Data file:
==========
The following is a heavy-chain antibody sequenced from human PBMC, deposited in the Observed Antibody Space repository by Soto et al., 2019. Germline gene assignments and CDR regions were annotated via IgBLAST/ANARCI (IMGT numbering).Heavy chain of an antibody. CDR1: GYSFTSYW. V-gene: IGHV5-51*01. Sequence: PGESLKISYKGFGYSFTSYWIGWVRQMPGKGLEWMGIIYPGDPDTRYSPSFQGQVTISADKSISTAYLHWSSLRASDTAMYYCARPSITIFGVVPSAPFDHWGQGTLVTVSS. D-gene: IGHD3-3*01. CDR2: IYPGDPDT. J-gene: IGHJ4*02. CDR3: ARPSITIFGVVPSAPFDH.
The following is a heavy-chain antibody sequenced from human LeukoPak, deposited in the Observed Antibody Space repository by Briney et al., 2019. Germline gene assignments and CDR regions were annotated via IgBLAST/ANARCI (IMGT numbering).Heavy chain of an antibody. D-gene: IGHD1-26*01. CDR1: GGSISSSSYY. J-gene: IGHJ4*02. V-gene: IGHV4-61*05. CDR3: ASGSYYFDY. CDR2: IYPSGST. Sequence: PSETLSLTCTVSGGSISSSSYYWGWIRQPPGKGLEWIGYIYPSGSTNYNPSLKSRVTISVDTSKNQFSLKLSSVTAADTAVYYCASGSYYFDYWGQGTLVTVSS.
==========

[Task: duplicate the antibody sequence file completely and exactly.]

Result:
The following is a heavy-chain antibody sequenced from human PBMC, deposited in the Observed Antibody Space repository by Soto et al., 2019. Germline gene assignments and CDR regions were annotated via IgBLAST/ANARCI (IMGT numbering).Heavy chain of an antibody. CDR1: GYSFTSYW. V-gene: IGHV5-51*01. Sequence: PGESLKISYKGFGYSFTSYWIGWVRQMPGKGLEWMGIIYPGDPDTRYSPSFQGQVTISADKSISTAYLHWSSLRASDTAMYYCARPSITIFGVVPSAPFDHWGQGTLVTVSS. D-gene: IGHD3-3*01. CDR2: IYPGDPDT. J-gene: IGHJ4*02. CDR3: ARPSITIFGVVPSAPFDH.
The following is a heavy-chain antibody sequenced from human LeukoPak, deposited in the Observed Antibody Space repository by Briney et al., 2019. Germline gene assignments and CDR regions were annotated via IgBLAST/ANARCI (IMGT numbering).Heavy chain of an antibody. D-gene: IGHD1-26*01. CDR1: GGSISSSSYY. J-gene: IGHJ4*02. V-gene: IGHV4-61*05. CDR3: ASGSYYFDY. CDR2: IYPSGST. Sequence: PSETLSLTCTVSGGSISSSSYYWGWIRQPPGKGLEWIGYIYPSGSTNYNPSLKSRVTISVDTSKNQFSLKLSSVTAADTAVYYCASGSYYFDYWGQGTLVTVSS.